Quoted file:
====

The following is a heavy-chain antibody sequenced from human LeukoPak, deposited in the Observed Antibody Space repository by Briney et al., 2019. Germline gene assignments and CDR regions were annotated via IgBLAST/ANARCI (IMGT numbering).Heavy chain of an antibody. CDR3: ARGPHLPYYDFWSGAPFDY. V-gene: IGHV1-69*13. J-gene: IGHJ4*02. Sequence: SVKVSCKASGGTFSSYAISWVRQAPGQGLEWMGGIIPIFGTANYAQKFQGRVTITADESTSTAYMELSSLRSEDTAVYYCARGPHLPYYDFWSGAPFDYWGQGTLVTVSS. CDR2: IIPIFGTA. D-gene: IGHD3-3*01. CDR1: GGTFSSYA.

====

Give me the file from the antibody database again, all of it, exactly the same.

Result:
The following is a heavy-chain antibody sequenced from human LeukoPak, deposited in the Observed Antibody Space repository by Briney et al., 2019. Germline gene assignments and CDR regions were annotated via IgBLAST/ANARCI (IMGT numbering).Heavy chain of an antibody. CDR3: ARGPHLPYYDFWSGAPFDY. V-gene: IGHV1-69*13. J-gene: IGHJ4*02. Sequence: SVKVSCKASGGTFSSYAISWVRQAPGQGLEWMGGIIPIFGTANYAQKFQGRVTITADESTSTAYMELSSLRSEDTAVYYCARGPHLPYYDFWSGAPFDYWGQGTLVTVSS. CDR2: IIPIFGTA. D-gene: IGHD3-3*01. CDR1: GGTFSSYA.